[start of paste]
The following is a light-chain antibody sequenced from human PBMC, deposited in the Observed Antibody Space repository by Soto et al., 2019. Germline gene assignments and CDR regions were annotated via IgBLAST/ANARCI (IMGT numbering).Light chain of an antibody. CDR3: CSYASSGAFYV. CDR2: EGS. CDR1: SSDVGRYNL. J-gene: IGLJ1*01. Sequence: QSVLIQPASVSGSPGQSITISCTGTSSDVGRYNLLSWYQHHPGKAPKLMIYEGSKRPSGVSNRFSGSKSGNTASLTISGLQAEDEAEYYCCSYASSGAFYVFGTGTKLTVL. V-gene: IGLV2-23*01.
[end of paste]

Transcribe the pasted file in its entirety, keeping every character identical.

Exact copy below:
The following is a light-chain antibody sequenced from human PBMC, deposited in the Observed Antibody Space repository by Soto et al., 2019. Germline gene assignments and CDR regions were annotated via IgBLAST/ANARCI (IMGT numbering).Light chain of an antibody. CDR3: CSYASSGAFYV. CDR2: EGS. CDR1: SSDVGRYNL. J-gene: IGLJ1*01. Sequence: QSVLIQPASVSGSPGQSITISCTGTSSDVGRYNLLSWYQHHPGKAPKLMIYEGSKRPSGVSNRFSGSKSGNTASLTISGLQAEDEAEYYCCSYASSGAFYVFGTGTKLTVL. V-gene: IGLV2-23*01.